Do-Gooder Games

3 minute read
Hillary Batchelder

Call them playstations with a higher purpose. Activist video games–which use whiz-bang formats to address real-world issues–are scoring high with both kids and teachers. Given the success of the U.N.’s aid-relief game Food Force (with more than 4 million downloads in 15 months) and the MTV-affiliated Darfur Is Dying (more than 800,000 players since April), techno do-gooders are proliferating, and gamers are saving the world.


Created by University of Denver students, this game shows the plight of migrant farmworkers as fruit-picking players encounter unfair bosses and bad harvests. MTV’s college network, will launch the free game in October.


Try your hand at peace in the Middle East. In May Carnegie Mellon students won the University of Southern California’s Public Diplomacy Contest for PeaceMaker, which challenges you to create a stable resolution to the Israeli-Palestinian conflict. The game–where players pick which of the two countries they want to run–will be available for download at by year’s end, for a price that has yet to be determined.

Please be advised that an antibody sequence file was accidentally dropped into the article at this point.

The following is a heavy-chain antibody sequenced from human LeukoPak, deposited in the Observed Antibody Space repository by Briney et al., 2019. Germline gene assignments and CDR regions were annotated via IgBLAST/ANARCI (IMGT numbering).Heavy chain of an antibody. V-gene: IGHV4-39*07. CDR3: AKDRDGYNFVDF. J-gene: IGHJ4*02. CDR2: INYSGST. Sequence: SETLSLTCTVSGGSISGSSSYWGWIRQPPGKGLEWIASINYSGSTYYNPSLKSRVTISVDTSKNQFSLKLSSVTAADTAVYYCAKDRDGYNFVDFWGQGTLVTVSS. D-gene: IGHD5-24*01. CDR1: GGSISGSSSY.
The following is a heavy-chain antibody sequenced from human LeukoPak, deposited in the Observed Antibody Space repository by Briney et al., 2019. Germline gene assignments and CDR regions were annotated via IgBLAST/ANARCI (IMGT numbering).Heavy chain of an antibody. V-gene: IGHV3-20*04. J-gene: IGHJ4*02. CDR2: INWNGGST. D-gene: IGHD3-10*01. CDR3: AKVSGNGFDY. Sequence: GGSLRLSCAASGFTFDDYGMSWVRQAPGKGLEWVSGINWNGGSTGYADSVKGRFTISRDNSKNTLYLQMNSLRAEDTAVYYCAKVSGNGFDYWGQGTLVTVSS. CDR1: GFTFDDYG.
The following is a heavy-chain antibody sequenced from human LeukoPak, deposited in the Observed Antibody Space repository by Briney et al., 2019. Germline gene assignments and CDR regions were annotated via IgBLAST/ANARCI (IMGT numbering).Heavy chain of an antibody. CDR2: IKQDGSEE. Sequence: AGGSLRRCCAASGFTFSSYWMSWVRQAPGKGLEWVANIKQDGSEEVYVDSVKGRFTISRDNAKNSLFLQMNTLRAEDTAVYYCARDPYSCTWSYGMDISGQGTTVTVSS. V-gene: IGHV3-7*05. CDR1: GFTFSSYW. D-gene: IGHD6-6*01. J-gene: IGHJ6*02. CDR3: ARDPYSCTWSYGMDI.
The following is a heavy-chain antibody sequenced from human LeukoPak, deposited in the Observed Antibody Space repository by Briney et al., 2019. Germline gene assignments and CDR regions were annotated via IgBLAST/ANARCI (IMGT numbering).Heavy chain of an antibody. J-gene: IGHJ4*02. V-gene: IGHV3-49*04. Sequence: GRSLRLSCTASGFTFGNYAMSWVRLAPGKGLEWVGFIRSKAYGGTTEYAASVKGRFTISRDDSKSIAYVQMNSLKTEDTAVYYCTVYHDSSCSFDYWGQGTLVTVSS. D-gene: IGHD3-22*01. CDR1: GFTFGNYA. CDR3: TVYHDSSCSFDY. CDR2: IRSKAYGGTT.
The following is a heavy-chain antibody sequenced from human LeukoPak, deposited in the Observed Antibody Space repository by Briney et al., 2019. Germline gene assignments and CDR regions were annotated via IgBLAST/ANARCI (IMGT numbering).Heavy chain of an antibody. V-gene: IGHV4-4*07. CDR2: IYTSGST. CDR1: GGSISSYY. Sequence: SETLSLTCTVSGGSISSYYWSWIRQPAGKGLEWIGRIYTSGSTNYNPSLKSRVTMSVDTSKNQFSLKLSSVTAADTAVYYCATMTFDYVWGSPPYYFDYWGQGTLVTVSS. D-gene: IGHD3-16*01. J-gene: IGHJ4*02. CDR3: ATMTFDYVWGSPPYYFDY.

Gandhi inspired the name of this game, which is backed by the International Center on Nonviolent Conflict and lets players be the chief strategists of nonviolent movements. To fund the group’s mission, charges $19.95 a game.


The goal of this free grass-roots game is to turn players into real-life “door knockers” who know plenty of techniques to help organize their community. In the past two months, these open-source materials have been used to train activists from more than 20 organizations in California. Though a beta version is now available, the game will officially launch next month at and a Spanish version is scheduled for 2007.


A gamer playing the role of a U.N. commander during the Rwandan genocide is confronted with grim trade-offs, such as choosing whether to fax the U.N. or save the Prime Minister. Licensed to schools, the game has been incorporated into thousands of curriculums in Canada, Britain and South Africa, and will hit the U.S. this fall. Next up from Resolve Labs: Pax Prosecutor, about the indictment of Slobodan Milosevic for war crimes.


Talk about extracurricular activity. As part of their after-school program, 24 students at New York City’s South Shore High came up with-and designed-this game, which is named after the way Haiti is pronounced in Creole. The free game, which looks at poverty in the island nation, and will be available for download at in September, almost makes going back to school seem fun.

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